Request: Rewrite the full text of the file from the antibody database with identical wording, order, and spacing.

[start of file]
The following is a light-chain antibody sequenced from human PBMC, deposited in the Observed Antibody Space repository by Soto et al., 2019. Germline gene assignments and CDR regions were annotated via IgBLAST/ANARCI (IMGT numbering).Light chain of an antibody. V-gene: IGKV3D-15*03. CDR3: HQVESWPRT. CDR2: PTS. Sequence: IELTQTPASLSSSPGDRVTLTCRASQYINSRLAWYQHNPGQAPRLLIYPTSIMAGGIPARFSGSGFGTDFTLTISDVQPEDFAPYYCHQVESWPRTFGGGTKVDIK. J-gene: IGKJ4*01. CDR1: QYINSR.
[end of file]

The following is a light-chain antibody sequenced from human PBMC, deposited in the Observed Antibody Space repository by Soto et al., 2019. Germline gene assignments and CDR regions were annotated via IgBLAST/ANARCI (IMGT numbering).Light chain of an antibody. V-gene: IGKV3D-15*03. CDR3: HQVESWPRT. CDR2: PTS. Sequence: IELTQTPASLSSSPGDRVTLTCRASQYINSRLAWYQHNPGQAPRLLIYPTSIMAGGIPARFSGSGFGTDFTLTISDVQPEDFAPYYCHQVESWPRTFGGGTKVDIK. J-gene: IGKJ4*01. CDR1: QYINSR.